Handbook - Family Resources

Contact Us | Staying Connected | Getting Involved | Family Assistance | Safe Storage for Firearms


Contact Us

Call or Email

For information, questions, comments and suggestions, contact our Family Information Center by calling 615-259-4636(INFO) or emailing the Family Information Center. Our Family Information Center telephone service hours are 5:30 a.m. to 5:30 p.m. Monday through Friday during regular school days and 7:30 a.m. to 4:30 p.m. on school-closing holidays and summer break.


Visit the Family Information Center

Visit the Family Information Center in person at 2601 Bransford Avenue, Nashville, Tennessee 37204. Use the Berry Road entrance at the back of the building. The Family Information Center office hours are are 7:30 a.m. - 4:30 p.m. Monday through Friday during regular school days. 


Staying Connected with MNPS


Callout & Texting Systems

  • MNPS uses a mass notification callout system, Blackboard, to share important news and information with families. Our callout system also includes the option to receive emails and text messages. 

  • If you are not receiving calls, make sure your contact information is up-to-date. Follow the instructions on our Campus Parent page. If you need more assistance, contact your student's school.

  • Our schools may also use Remind, a school communication platform that lets teachers and schools administrators connect with families in their preferred language. Learn more about how you can use this communication tool to connect with your child's teacher on the Remind webpage.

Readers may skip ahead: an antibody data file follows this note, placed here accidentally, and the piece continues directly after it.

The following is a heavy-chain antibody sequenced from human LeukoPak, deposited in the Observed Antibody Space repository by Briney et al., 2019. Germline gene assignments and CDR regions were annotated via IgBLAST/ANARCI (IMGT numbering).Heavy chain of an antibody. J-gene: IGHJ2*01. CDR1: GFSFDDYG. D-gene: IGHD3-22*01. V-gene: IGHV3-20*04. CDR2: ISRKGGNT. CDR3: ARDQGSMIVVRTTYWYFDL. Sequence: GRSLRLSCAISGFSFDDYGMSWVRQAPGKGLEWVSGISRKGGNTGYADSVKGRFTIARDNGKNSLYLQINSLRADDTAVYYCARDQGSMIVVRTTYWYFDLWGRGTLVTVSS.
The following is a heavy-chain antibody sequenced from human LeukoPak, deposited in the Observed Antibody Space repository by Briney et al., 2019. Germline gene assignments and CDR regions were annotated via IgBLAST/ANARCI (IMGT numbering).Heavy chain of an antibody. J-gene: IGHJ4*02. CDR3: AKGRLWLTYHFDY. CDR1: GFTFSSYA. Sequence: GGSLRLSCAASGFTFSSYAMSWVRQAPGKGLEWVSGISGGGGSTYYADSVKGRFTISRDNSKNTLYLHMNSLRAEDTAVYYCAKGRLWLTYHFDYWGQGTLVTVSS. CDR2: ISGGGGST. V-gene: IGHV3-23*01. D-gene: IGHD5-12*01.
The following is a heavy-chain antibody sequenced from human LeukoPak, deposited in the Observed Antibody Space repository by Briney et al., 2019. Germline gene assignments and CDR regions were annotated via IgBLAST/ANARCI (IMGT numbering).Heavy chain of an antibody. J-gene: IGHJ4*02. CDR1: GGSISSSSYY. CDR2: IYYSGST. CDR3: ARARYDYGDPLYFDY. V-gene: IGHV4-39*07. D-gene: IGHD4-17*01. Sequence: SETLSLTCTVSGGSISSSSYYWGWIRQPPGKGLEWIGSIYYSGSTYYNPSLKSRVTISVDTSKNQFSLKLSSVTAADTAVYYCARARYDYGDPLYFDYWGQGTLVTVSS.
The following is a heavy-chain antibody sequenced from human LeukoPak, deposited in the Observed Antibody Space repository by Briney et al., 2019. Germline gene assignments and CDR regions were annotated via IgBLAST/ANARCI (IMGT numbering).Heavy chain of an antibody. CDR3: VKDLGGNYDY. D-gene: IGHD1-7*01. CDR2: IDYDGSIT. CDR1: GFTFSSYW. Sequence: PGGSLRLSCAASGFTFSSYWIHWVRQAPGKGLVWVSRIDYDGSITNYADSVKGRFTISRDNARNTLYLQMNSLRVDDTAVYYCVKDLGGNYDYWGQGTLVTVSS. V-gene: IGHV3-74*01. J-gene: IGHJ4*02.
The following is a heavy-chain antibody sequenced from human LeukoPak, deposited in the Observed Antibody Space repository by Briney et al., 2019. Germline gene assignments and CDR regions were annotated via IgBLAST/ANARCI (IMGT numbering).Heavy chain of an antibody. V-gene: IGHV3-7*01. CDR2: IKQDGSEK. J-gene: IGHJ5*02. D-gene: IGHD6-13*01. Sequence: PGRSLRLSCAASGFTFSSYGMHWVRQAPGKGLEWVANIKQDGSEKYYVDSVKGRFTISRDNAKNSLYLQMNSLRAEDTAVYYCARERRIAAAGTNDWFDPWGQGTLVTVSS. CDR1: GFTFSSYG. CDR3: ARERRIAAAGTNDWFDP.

Campus for Parents

  • Campus Parent is a web-based tool (online and mobile-devices) that helps families stay connected to their student's classroom. It lets families see real-time grades, homework, upcoming due dates, attendance information, discipline information and more and allows for greater communication between teachers and families through emails, messages and mobile alerts.

Social Media

Getting Involved

Family involvement and volunteers are an integral part of education. We welcome families and volunteers in our schools and appreciate the opportunities their work provides to our students and staff. 

Parent Advisory Council

The Parent Advisory Council (PAC) was created to energize, organize and mobilize parents to be involved in the lifelong education of their students, and help identify barriers to family engagement and work with MNPS' personnel to reduce or remove these barriers. To get involved, contact your school's principal.

Exceptional Education Family Advisory Council

The Exceptional Education Family Advisory Council (EEFAC) was created by families of students with disabilities. Any parent of a student who receives special education services is eligible to be a member of EEFAC. Email the Exceptional Education staff to get involved. 

Family Assistance

Family Support

Community Achieves & Department of Education Family Resource Centers

Community Achieves is an MNPS-led community school initiative. In community schools, students and families have access to a broad range of services including food and clothing, academic enrichment, and adult education through partnerships with health and social service providers, businesses and faith-based organizations. Services and resources are tailored to the specific needs of the school community. Some Community Achieves schools have Family Resource Centers (FRC), which work with schools to connect families and students to community services and the needs of the neighborhood.


Community Helpline